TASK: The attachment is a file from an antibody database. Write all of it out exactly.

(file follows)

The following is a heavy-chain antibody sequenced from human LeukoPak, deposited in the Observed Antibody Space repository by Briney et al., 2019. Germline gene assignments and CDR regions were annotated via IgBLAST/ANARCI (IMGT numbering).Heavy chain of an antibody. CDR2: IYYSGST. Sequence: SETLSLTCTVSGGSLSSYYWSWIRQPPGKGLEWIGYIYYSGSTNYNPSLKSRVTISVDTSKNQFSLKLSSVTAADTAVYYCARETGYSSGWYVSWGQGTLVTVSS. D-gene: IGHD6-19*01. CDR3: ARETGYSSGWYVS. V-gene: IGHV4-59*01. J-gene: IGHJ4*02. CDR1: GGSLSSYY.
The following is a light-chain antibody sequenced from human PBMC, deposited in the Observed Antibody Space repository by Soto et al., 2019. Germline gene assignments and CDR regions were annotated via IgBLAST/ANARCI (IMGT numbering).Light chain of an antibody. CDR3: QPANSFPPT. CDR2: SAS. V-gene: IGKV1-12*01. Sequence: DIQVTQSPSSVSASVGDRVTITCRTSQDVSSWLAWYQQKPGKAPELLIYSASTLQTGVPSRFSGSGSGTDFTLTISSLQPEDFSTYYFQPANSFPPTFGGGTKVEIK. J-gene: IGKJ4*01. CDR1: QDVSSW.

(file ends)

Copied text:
The following is a heavy-chain antibody sequenced from human LeukoPak, deposited in the Observed Antibody Space repository by Briney et al., 2019. Germline gene assignments and CDR regions were annotated via IgBLAST/ANARCI (IMGT numbering).Heavy chain of an antibody. CDR2: IYYSGST. Sequence: SETLSLTCTVSGGSLSSYYWSWIRQPPGKGLEWIGYIYYSGSTNYNPSLKSRVTISVDTSKNQFSLKLSSVTAADTAVYYCARETGYSSGWYVSWGQGTLVTVSS. D-gene: IGHD6-19*01. CDR3: ARETGYSSGWYVS. V-gene: IGHV4-59*01. J-gene: IGHJ4*02. CDR1: GGSLSSYY.
The following is a light-chain antibody sequenced from human PBMC, deposited in the Observed Antibody Space repository by Soto et al., 2019. Germline gene assignments and CDR regions were annotated via IgBLAST/ANARCI (IMGT numbering).Light chain of an antibody. CDR3: QPANSFPPT. CDR2: SAS. V-gene: IGKV1-12*01. Sequence: DIQVTQSPSSVSASVGDRVTITCRTSQDVSSWLAWYQQKPGKAPELLIYSASTLQTGVPSRFSGSGSGTDFTLTISSLQPEDFSTYYFQPANSFPPTFGGGTKVEIK. J-gene: IGKJ4*01. CDR1: QDVSSW.